Many producers purchase rather than raise their replacement females for several different reasons. While initial cost is often the main "selection" criterion used, it's not the only consideration and not necessarily the most important. Many other factors should be considered.
The most common sources are herd dispersals, special replacement sales or local auction barns. Often, little to nothing is known about these prospective females in terms of genetics, health and previous management. Still, with planning and effort, replacements can be found and chosen that have a good chance of maintaining herd productivity. Once a producer is sure the cow size, breed type and limited calving season are appropriate for his goals, resources and management, he should define a set of criteria to use when considering replacement females for purchase.
Additions should match the existing herd's mature size, breed type and stage of reproduction, preferably the early part of the calving season. The 2000 National Beef Quality Audit identifies the top quality concern facing our industry as "low overall uniformity and consistency of cattle, carcasses and cuts." Whether you produce 25 or 2,500 calves, and market at weaning or post-harvest, uniformity and consistency are important to you and the industry. According to work done by Oklahoma State University, the advantages of uniformity are paying out every day at local and terminal auctions to the tune of a $7.50 to 9.00/cwt advantage for uniform calves in lot sizes greater than five head.*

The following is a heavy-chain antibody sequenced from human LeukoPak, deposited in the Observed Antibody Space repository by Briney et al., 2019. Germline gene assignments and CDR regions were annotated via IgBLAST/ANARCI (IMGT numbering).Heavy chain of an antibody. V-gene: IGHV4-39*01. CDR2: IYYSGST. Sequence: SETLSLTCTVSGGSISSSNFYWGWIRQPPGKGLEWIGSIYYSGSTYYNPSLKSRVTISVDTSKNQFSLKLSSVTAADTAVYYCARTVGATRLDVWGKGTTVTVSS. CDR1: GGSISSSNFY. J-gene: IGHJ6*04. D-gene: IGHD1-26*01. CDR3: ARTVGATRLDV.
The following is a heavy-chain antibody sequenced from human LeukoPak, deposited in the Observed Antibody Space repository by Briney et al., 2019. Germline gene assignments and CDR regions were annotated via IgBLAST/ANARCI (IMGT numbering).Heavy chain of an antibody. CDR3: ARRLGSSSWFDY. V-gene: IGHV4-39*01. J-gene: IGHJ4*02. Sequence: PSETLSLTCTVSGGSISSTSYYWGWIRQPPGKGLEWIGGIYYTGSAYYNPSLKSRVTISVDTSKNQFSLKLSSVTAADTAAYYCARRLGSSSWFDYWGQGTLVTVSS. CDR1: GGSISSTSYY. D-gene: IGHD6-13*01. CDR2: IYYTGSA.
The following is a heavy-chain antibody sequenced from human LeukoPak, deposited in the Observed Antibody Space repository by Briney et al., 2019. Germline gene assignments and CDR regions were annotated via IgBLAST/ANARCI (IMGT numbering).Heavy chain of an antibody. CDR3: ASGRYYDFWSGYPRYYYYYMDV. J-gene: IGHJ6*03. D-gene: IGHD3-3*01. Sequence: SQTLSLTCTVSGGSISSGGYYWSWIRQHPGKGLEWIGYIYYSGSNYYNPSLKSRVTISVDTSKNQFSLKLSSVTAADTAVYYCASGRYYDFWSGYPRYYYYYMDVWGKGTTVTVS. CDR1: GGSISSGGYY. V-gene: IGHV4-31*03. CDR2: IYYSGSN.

Visual inspection should always be a part of the equation. Soundness is any physical trait that enables a female to wean a calf every 365 days ability to travel, feet, legs, and udder, eyes, etc. Disposition should also be appraised at this time.
Almost never consider replacement females that are in a body condition score (BCS) of 4 or below. As a cow drops below a BCS 4, she will begin to mobilize muscle tissue in order to meet her nutritional needs, negatively affecting your ability to appraise muscling characteristics. Also, a stressed cow is susceptible to a host of other problems that may not be evident yet. On the other end of the scale, you may want to avoid overly fat animals of BCS 8 or greater.
Your herd's health program, developed with your veterinarian, should include a protocol for new purchases. He may recommend a quarantine period of 30 to 60 days and testing for specific diseases, such as Johne's and persistent infection of bovine viral diarrhea, before moving new females to the main herd.
Define your selection/purchase criteria and expected price range, but don't necessarily etch them in stone. Just be aware that any departure from your criteria probably comes with added costs of some kind. Value (discount) perceived "bargains" fairly when you're comparing.
*Oklahoma Cooperative Extension Service Publication E-955.